Exfoliative erythroderma is another rare complication, occurring in less than 1% of patients with atopic dermatitis. Exfoliative erythroderma demonstrates a marked progression caused by widespread Staphylococcus aureus or herpes simplex superinfection and can be life threatening if it is complicated by high-output cardiac failure and heat loss.

Atrophy or striae occur if fluorinated corticosteroids are used on the face or in skin folds.

Systemic absorption of steroids may occur if large areas of skin are treated, particularly if high-potency medications and occlusion are combined.

Laboratory Studies

Laboratory testing, including IgE levels, is not necessary or recommended in the evaluation of suspected atopic dermatitis.


Pathologic findings of biopsy samples include spongiosis with a severely damaged stratum corneum, with hyperproliferation in advanced cases.

Histological studies show an inflammatory infiltrate consisting of memory predominantly CD4 T lymphocytes. Chronic lesions also display increased mast cells, eosinophils, and IgE-bearing Langerhans cells.

Emergency Care for Atopic Dermatitis

Many patients with atopic dermatitis (AD) present to the ED during acute exacerbation. Therapy is targeted toward alleviation of pruritus and prevention of scratching. ED physicians must also look for signs and symptoms of bacterial superinfection and treat accordingly.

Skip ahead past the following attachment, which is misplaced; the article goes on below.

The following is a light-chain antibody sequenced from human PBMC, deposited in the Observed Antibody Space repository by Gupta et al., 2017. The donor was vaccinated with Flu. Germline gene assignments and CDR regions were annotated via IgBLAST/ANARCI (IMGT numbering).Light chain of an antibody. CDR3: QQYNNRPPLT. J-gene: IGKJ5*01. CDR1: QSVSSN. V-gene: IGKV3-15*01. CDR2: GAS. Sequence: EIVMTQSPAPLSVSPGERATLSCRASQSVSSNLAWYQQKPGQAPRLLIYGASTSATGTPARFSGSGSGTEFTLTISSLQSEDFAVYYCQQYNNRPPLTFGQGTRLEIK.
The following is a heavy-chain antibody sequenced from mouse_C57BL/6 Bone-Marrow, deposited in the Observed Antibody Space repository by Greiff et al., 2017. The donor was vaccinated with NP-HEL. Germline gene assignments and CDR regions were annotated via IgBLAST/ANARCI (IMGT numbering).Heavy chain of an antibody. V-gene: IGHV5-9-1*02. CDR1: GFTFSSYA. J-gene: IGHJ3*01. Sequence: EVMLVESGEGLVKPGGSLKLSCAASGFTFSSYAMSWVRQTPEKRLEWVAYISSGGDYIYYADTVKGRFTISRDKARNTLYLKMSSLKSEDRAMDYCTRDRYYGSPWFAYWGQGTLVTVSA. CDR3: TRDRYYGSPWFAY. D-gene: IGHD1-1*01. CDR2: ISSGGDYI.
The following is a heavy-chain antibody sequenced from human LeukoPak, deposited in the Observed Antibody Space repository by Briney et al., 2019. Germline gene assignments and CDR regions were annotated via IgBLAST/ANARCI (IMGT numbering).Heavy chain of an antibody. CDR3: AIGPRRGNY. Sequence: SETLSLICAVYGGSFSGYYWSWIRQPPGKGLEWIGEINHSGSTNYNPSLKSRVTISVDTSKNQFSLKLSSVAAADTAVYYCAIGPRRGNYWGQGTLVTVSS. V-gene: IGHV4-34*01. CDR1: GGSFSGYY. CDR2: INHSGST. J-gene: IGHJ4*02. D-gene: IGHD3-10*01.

Skin care

In the acute setting patients should be instructed to bathe once-to-twice daily using mild soaps (eg, Dove). There is no preference over showers or baths, whichever makes the patient most comfortable.

The patient should dry quickly and immediately (within 3 min) lubricate the skin. Many creams and lotions are available, and the optimal one is the greasiest the patient can tolerate.

Creams (eg, Eucerin, Cetaphil) are preferred over lotions, as they have lower or no water content and will not evaporate off of the skin during the day. Parents may use petroleum jelly on infants, but most children and adults will not tolerate the texture.

Topical steroids

Acute attacks should be treated by mid-high strength topical steroids for up to 2 weeks. Medium-to-high potency topical steroids should not be used on the face or neck area because of the potential adverse effects. These are preferred over low-mid strength medications, as they better control exacerbations. Patients should apply the ointment within 5 minutes of twice-daily bathing.

Inform the patient about adverse effects of topical steroids (eg, atrophy, hypopigmentation, striae, telangiectasia, thinning of the skin).